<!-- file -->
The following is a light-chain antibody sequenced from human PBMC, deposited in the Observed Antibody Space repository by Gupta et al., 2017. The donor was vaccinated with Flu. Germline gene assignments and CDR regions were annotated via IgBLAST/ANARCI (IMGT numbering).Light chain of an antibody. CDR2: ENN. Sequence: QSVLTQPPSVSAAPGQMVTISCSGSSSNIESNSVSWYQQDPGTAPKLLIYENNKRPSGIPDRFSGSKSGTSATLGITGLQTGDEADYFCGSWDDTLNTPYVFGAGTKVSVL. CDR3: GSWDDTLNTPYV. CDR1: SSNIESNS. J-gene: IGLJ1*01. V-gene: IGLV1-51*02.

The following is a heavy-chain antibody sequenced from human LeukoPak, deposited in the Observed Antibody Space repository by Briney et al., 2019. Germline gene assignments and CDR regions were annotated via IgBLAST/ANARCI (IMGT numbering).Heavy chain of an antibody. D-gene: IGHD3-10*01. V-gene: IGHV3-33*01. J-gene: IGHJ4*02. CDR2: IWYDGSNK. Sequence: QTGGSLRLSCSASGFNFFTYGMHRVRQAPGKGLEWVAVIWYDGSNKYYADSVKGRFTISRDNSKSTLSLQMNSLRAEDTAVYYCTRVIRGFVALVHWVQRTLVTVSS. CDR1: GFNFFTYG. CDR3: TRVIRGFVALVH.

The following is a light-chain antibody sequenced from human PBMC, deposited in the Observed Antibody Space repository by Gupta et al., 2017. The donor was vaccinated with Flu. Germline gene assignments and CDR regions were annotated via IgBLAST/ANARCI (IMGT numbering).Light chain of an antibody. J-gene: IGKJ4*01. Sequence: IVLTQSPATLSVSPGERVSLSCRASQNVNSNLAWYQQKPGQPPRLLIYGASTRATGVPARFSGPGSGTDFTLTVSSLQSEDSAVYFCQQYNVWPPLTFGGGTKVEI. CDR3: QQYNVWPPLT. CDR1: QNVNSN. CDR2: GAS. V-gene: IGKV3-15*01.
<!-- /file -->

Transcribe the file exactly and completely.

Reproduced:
The following is a light-chain antibody sequenced from human PBMC, deposited in the Observed Antibody Space repository by Gupta et al., 2017. The donor was vaccinated with Flu. Germline gene assignments and CDR regions were annotated via IgBLAST/ANARCI (IMGT numbering).Light chain of an antibody. CDR2: ENN. Sequence: QSVLTQPPSVSAAPGQMVTISCSGSSSNIESNSVSWYQQDPGTAPKLLIYENNKRPSGIPDRFSGSKSGTSATLGITGLQTGDEADYFCGSWDDTLNTPYVFGAGTKVSVL. CDR3: GSWDDTLNTPYV. CDR1: SSNIESNS. J-gene: IGLJ1*01. V-gene: IGLV1-51*02.

The following is a heavy-chain antibody sequenced from human LeukoPak, deposited in the Observed Antibody Space repository by Briney et al., 2019. Germline gene assignments and CDR regions were annotated via IgBLAST/ANARCI (IMGT numbering).Heavy chain of an antibody. D-gene: IGHD3-10*01. V-gene: IGHV3-33*01. J-gene: IGHJ4*02. CDR2: IWYDGSNK. Sequence: QTGGSLRLSCSASGFNFFTYGMHRVRQAPGKGLEWVAVIWYDGSNKYYADSVKGRFTISRDNSKSTLSLQMNSLRAEDTAVYYCTRVIRGFVALVHWVQRTLVTVSS. CDR1: GFNFFTYG. CDR3: TRVIRGFVALVH.

The following is a light-chain antibody sequenced from human PBMC, deposited in the Observed Antibody Space repository by Gupta et al., 2017. The donor was vaccinated with Flu. Germline gene assignments and CDR regions were annotated via IgBLAST/ANARCI (IMGT numbering).Light chain of an antibody. J-gene: IGKJ4*01. Sequence: IVLTQSPATLSVSPGERVSLSCRASQNVNSNLAWYQQKPGQPPRLLIYGASTRATGVPARFSGPGSGTDFTLTVSSLQSEDSAVYFCQQYNVWPPLTFGGGTKVEI. CDR3: QQYNVWPPLT. CDR1: QNVNSN. CDR2: GAS. V-gene: IGKV3-15*01.